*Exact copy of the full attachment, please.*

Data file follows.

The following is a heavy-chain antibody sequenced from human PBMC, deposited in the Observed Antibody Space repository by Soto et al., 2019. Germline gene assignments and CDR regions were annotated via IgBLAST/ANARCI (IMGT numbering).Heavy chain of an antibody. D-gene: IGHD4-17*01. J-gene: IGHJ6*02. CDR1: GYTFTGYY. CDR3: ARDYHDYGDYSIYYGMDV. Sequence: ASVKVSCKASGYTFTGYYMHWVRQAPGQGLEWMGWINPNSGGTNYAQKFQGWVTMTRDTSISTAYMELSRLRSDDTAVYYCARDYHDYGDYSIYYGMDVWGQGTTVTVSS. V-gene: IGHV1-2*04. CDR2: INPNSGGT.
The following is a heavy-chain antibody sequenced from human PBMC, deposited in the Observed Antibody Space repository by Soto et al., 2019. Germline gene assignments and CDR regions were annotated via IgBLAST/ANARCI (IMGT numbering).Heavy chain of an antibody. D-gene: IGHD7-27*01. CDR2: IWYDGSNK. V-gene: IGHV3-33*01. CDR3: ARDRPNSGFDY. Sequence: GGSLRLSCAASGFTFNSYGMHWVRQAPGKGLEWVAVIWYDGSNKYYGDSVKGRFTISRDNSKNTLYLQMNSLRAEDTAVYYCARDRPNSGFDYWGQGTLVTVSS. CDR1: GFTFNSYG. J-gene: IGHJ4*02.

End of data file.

The following is a heavy-chain antibody sequenced from human PBMC, deposited in the Observed Antibody Space repository by Soto et al., 2019. Germline gene assignments and CDR regions were annotated via IgBLAST/ANARCI (IMGT numbering).Heavy chain of an antibody. D-gene: IGHD4-17*01. J-gene: IGHJ6*02. CDR1: GYTFTGYY. CDR3: ARDYHDYGDYSIYYGMDV. Sequence: ASVKVSCKASGYTFTGYYMHWVRQAPGQGLEWMGWINPNSGGTNYAQKFQGWVTMTRDTSISTAYMELSRLRSDDTAVYYCARDYHDYGDYSIYYGMDVWGQGTTVTVSS. V-gene: IGHV1-2*04. CDR2: INPNSGGT.
The following is a heavy-chain antibody sequenced from human PBMC, deposited in the Observed Antibody Space repository by Soto et al., 2019. Germline gene assignments and CDR regions were annotated via IgBLAST/ANARCI (IMGT numbering).Heavy chain of an antibody. D-gene: IGHD7-27*01. CDR2: IWYDGSNK. V-gene: IGHV3-33*01. CDR3: ARDRPNSGFDY. Sequence: GGSLRLSCAASGFTFNSYGMHWVRQAPGKGLEWVAVIWYDGSNKYYGDSVKGRFTISRDNSKNTLYLQMNSLRAEDTAVYYCARDRPNSGFDYWGQGTLVTVSS. CDR1: GFTFNSYG. J-gene: IGHJ4*02.